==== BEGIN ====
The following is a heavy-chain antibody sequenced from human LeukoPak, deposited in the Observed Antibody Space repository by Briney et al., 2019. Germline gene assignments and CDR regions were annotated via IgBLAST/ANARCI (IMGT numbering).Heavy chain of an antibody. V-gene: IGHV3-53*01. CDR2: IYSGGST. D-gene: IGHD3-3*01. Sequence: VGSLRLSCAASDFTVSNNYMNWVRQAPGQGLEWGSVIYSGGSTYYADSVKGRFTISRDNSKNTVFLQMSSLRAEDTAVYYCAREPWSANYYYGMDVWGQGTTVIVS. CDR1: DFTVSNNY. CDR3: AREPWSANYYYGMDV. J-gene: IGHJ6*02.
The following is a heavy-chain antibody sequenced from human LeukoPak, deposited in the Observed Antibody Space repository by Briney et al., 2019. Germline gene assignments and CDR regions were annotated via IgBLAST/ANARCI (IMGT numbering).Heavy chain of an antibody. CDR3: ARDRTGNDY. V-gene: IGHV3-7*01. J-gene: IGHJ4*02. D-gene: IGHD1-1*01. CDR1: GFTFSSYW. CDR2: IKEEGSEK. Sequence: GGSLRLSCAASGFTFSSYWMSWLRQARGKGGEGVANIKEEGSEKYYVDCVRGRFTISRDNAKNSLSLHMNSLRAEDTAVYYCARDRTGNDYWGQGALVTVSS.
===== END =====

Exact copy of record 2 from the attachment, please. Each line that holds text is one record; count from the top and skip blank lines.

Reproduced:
The following is a heavy-chain antibody sequenced from human LeukoPak, deposited in the Observed Antibody Space repository by Briney et al., 2019. Germline gene assignments and CDR regions were annotated via IgBLAST/ANARCI (IMGT numbering).Heavy chain of an antibody. CDR3: ARDRTGNDY. V-gene: IGHV3-7*01. J-gene: IGHJ4*02. D-gene: IGHD1-1*01. CDR1: GFTFSSYW. CDR2: IKEEGSEK. Sequence: GGSLRLSCAASGFTFSSYWMSWLRQARGKGGEGVANIKEEGSEKYYVDCVRGRFTISRDNAKNSLSLHMNSLRAEDTAVYYCARDRTGNDYWGQGALVTVSS.